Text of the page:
Date: 5/7/20 5:06 am
From: Ted Levin <tedlevin1966...>
Subject: [VTBIRD] May 7, 2020: Thetford Center
5:08 a.m. 38 degrees. Windless. Thin clouds, here and there; not enough to
hide the moon, which, nearly full and bright as a bulb, rests above the
western horizon, sporting a hint of rose, the gift of an unseen sun.
Although leaves are opening everywhere along the Connecticut River, the
hills a wash of pastel (autumn without the density of color), not nearly as
much happening up here, at 900-feet. Spring creeps into these hills: black
cherry still seems dormant, like this morning's frogs; sugar maple and
white ash buds swollen but not open, knobs on the ends of twigs. Alder,
however, flowers subtlely along the edge of the wetland. Tiny cones,
narrow, and maroon, await pollen. Willows catkins, yellow-green and loaded
with pollen, await wind, truant in the Northeast today but swirling
counter-clockwise everywhere else in eastern North America.

Ovenbirds scream, three maybe four. Thrushes, dumpster-diving through
worn-out leaves, still quiet. Blue-headed vireos, singing here and there,
divvy up the valley. A broad-winged hawk soars through the weft of
branches. Lands on a maple limb looks for a chipmunk or a garter snake. A
stubby hawk by hawk standards. (So stubby that I first thought it was a
barred owl.) Short, wide tail. Long, broad wings best for catching thermals
rising off rock-studded hilltops. Not so good for spirited chases, which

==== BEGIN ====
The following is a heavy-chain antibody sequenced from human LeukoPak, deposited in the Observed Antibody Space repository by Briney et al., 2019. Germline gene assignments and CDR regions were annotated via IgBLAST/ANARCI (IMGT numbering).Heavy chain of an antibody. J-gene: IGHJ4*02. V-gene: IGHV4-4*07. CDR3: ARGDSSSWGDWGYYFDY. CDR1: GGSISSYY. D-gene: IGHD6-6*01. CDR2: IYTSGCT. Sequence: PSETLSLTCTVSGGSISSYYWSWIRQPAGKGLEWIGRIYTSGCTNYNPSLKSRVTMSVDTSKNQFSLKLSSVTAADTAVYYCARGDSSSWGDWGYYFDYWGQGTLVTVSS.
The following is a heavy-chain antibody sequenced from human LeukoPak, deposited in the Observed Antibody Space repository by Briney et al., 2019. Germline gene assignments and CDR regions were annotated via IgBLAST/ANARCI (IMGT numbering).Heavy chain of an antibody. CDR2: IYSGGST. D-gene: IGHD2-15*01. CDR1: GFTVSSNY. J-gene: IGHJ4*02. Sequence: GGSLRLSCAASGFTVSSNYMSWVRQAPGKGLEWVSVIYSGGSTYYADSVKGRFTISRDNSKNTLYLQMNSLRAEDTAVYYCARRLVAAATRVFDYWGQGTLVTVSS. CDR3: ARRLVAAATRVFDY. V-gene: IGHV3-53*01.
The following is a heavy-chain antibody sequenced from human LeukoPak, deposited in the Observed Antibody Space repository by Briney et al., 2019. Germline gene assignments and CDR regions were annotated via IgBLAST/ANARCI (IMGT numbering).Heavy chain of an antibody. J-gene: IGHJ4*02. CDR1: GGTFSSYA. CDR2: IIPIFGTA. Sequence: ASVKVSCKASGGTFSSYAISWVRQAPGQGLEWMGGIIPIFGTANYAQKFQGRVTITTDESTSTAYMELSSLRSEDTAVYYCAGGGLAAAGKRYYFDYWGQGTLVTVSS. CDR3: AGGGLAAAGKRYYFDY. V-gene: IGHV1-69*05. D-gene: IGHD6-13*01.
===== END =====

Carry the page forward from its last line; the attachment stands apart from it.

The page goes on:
are best left to goshawks. I saw a forlorn broadwing last March pass above
La Selva Biological Station, on the Caribbean slope of Costa Rica.
Bereft of its own flock, which in Central America might have numbered in
the thousands, it trailed thirty turkey vultures, also headed north. Hawk
moves from tree to tree, staring at the forest floor, lingers with the
patience of Job.

Bittern calling. Grouse drumming. A rapid drumbeat. Sylvan tachycardia.
Male turkey scavenges spilled seeds under the feeders ignores me. Gray
squirrel cautious. Even the barn cat, my first line of defense against Lyme
disease, cowers under an Adirondack chair. If you didn't know that birds
are gorgeous reptiles—crocodiles are more closely related robins than to
turtles or lizards— watching a turkey would affirm the reptilian lineage .
. . a small dinosaur cloaked in iridescence. Running an animal genome in
the lab validates just how interesting and mysterious this planet really
is. No dull uniformity, natural selection follows mutable laws . . . and
everything and everybody is related to everything and everybody else . . .
the present and the past and the undreamed-of future are inseparable.
Darwin's unmistakable genius.
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